Limit access to your APIs with OCI API Gateway using OAuth 2.0 Scopes

Limit access to your APIs with OCI API Gateway using OAuth 2.0 Scopes

This article is part of a series about OAuth 2.0 Authorization on OCI API Gateway:

  1. Complete Guide: How to configure OAuth 2.0 with JWT & IDCS on OCI API Gateway
  2. Limit access to your APIs with OCI API Gateway using OAuth 2.0 Scopes
  3. Protect OIC REST APIs with OCI API Gateway and OAuth2 – 1/2

We will talk about limiting access to your APIs using OAuth2 scopes. When we deploy multiple endpoints within an OCI API Gateway deployment, we may want to limit access to certain endpoints (routes) or the amount of access to a specific endpoint (subject to back-end capabilities) and we can achieve this by using OAuth 2.0 scopes.

Check this article if you’re interested in a complete guide on how to configure OAuth 2.0 Authorization on OCI API Gateway and then you can come back to this one for access limits with OAuth2.0 scopes.

What is an OAuth2 scope?

Let’s start by looking at what exactly is an OAuth2 scope. I recommend having a look at the IETF OAuth 2.0 specification definition as well.

OAuth2.0 is a mechanism that allows you to set the amount of access granted to an access token.

Probably, the clearest example would be when an access token is issued to a client with READ access or READ and WRITE access. So, if a client would call an endpoint that requires WRITE access with a token issued with the READ access, the request will fail.

All this can be implemented using scopes – this being said – OAuth does not define any particular values for scopes, so you can implement any scope or combination of scopes you wish.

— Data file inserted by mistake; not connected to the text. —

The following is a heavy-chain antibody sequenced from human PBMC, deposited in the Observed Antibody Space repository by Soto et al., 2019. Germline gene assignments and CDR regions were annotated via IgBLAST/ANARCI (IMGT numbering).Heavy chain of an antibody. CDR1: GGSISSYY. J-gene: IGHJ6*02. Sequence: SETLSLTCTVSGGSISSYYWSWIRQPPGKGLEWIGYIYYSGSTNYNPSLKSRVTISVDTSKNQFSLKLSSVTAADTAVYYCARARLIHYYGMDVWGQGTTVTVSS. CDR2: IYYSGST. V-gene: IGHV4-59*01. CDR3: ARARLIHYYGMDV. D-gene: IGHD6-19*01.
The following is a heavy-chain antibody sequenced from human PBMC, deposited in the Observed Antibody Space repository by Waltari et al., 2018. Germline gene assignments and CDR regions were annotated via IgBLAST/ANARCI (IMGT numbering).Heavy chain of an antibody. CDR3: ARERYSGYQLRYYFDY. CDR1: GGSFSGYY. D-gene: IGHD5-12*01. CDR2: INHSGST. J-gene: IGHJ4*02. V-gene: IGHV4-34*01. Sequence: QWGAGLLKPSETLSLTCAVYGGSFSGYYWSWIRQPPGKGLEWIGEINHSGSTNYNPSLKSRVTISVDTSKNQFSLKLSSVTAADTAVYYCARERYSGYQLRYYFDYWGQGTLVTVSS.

Use Case Definition

This article will focus on how to use OAuth scopes to limit access on certain routes from your OCI API Gateway deployment and not on how to use scopes for the backend APIs interpretation, since that is highly dependent on the service’s internal architecture and needs. Oracle IDCS will be used as identity provider for OAuth2 token generation and validation.

Real-life example

I’m going to use an example from one of my customers who chose to use OCI API Gateway to unify their back-end endpoints into a single point of entry and to have the authorization made on the Gateway layer rather than on the back-end.

These endpoints are consumed by multiple external clients who each had their own OAuth2 Client Application for token generation but also by some of their internal applications who each, of course, had their own OAuth2 Client Application.

All looks good and secure, but the problem was that both internal and external apps could access all API endpoints deployed in this OCI API Gateway deployment. They wanted to have a clear split of access on the APIs. Some of the APIs are for both internal and external usage, but some are for internal or external usage only.

Now, how can we solve this?

There were many options discussed, including splitting into multiple gateways (like having a separate private Gateway for internal apps) or multiple deployments each with its own OAuth Resource Server, but the best approach for this customer was to use OAuth2 scopes:

  • In IDCS (the identity provider used), we can define all scope values in our shared OAauth2 Resource Server
  • Each OAuth2 Client App from IDCS will only be assigned with the necessary scope
    • so the external client apps will only have an “external scope” and the internal client apps will only have an “internal scope” for the token generation
  • In the Gateway configuration, we can define scope values per route (so for each API endpoint) and in this way – limit access on the internal endpoints only for the OAuth2 Client Apps destined for internal usage